Samsung today took the mobile world by storm by introducing its new Exynos 5 Dual SoC (System-on-Chip) manufactured on a 32nm High K/Metal Gate process. It features the world's first ARM Cortex A15 dual-core processor clocked at 1.7GHz and is capable of driving WQXGA (2560x1600) displays, paving the way for a new generation of tablets that trump the much hyped Retina display on Apple's third gen iPad device.
We have both good news and bad news to share with HTC One X owners today. Starting with the former, HTC said it's issuing an over-the-air (OTA) update that will include an upgraded version of Android and an improved Sense experience. So what's the bad news? It's not a Jelly Bean (Android 4.1) update, just an improved version of Ice Cream Sandwich (Android 4.0.4), albeit one that brings with it some neat improvements.
With all due respect to Symbian, BlackBerry, Windows Phone, and any other mobile platform not named Android or iOS, you're all just a bunch of also-rans in what's becoming "unquestionably a two-horse race," according to data and analysis by International Data Corporation (IDC). Android and iOS set a new combined smartphone OS record in the second quarter of 2012, with the two platforms feasting on an 85 percent share of the market, leaving just 15 percent in scraps for all others to fight over.
If you're wondering how OEMs are going to compete with Microsoft's own Surface tablet, here you go. Coinciding with the 20th anniversary of the ThinkPad line, Lenovo, which bought the brand from IBM in 1995, unveiled its first Windows 8 tablet, the ThinkPad Tablet 2. It's a full-size 10.1-inch tablet with "differentiators that matter," like an optional digitizer pen, 3G wireless with pay-as-you-go plans, and 4G models.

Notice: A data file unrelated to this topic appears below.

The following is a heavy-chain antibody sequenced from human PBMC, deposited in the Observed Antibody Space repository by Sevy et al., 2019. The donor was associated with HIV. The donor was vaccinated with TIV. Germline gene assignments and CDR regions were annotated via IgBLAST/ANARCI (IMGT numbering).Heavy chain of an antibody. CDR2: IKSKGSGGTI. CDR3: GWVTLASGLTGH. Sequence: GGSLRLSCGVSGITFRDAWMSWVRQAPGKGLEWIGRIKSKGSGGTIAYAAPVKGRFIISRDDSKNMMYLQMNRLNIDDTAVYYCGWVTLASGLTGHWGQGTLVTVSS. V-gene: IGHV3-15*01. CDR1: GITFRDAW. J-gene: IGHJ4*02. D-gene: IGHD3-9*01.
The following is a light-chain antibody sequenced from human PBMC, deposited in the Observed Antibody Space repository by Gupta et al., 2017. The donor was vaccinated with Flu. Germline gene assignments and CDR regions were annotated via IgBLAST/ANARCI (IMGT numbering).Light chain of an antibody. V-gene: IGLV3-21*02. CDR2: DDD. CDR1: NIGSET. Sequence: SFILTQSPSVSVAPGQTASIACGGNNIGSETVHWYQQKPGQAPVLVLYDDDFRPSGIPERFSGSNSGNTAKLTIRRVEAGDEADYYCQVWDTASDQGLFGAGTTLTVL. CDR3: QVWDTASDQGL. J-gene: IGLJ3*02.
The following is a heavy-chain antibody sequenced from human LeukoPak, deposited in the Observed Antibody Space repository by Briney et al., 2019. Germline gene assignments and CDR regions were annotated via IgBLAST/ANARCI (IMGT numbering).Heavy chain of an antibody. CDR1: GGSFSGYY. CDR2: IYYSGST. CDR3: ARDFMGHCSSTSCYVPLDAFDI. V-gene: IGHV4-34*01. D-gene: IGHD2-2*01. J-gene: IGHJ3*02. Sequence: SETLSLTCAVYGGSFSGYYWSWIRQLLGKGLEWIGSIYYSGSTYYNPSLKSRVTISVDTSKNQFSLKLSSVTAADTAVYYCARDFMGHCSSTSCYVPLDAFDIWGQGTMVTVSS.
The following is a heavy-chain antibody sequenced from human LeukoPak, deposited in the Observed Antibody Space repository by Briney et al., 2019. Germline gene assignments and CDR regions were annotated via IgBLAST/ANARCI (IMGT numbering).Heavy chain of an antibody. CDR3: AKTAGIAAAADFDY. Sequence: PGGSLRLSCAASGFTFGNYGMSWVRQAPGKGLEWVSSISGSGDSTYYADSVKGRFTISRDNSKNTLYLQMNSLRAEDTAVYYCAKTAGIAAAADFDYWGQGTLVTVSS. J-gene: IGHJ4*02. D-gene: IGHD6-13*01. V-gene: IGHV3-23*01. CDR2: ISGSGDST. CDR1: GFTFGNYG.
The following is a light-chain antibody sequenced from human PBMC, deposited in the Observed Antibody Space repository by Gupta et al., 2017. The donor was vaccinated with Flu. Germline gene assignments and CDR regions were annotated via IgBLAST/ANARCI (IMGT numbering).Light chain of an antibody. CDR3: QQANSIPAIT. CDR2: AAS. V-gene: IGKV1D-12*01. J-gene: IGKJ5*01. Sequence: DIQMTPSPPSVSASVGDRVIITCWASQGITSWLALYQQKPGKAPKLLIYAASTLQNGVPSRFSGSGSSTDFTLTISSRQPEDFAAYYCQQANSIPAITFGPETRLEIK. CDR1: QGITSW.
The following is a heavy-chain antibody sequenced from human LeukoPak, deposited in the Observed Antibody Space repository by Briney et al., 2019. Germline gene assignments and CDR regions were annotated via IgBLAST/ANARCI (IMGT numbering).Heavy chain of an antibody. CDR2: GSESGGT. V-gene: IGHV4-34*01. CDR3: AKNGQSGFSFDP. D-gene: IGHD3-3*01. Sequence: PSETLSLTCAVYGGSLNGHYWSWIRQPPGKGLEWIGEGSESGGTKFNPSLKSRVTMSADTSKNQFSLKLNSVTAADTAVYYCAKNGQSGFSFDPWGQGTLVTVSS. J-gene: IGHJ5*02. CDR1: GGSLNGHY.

Research In Motion (RIM) managed to escape from having to pay a hefty patent infringement fine when the U.S. District Court for the Northern District of California overturned an earlier verdict that would have had the company pay $147.2 million in damages to Mformation, a software company that deals with mobile device management. According to the presiding judge, there wasn't enough evidence to support the jury's findings of patent infringement.
In the wake of AT&T rolling out Mobile Share data plans that allow its subscribers to share up to 20GB of data per month across a swath of wireless devices, Verizon Wireless has come forward to say, 'Hey, our Share Everything plans also go up to 20GB!' Big Red unveiled half a dozen shared data plans back in June that ranged from 1GB for $50/month to 10GB for $100/month, but it turns out there were higher tiers available. Twice as many, in fact.
DRAM makers have been struggling with falling memory prices for a few years now, and at one point in 2008, Adata chairman Simon Chen declared the DRAM market was the worst it's been in 15 years. Fast forward to today and DRAM players have found their saving grace in the mobile sector. While PC memory is still dirt cheap, mobile DRAM is on a record pace in terms of revenue.
Apple this week pulled out what it hopes will be a trump card in its courtroom battle with Samsung over allegations that the rival device maker copied the look and feel of its iPhone and iPad devices. The supposed trump card is a 132-page internal Samsung document from 2010 in which the company directly compares the Galaxy S1's shortcomings to the iPhone in a variety of areas, with recommendations on how to improve them.
Research In Motion (RIM) has a lot riding on the release of BlackBerry 10, the upcoming mobile operating system that will power a new generation of devices. If all goes to plan, BB10 will thrust RIM back into relevance and save a company that's seen its share of struggles in recent times. More likely, however, BB10 will stand in the shadows of next-gen OSes from Google and Apple, and if that happens, Samsung's best bet is to acquire RIM, according to analysts with investment firm Jeffries.
On the Surface, Microsoft is hoping its tablet strategy will ignite Windows 8 in the mobile space and steal a slice of Apple's market share pie, but at what cost? It's not an insignificant question. Microsoft relies on its hardware partners to drive its Windows platforms, and by taking the reigns and racing alongside them, the Redmond company is essentially biting the hands that feed it. Lest anyone think Microsoft's OEM partners are taking this lightly, Acer chairman J.T.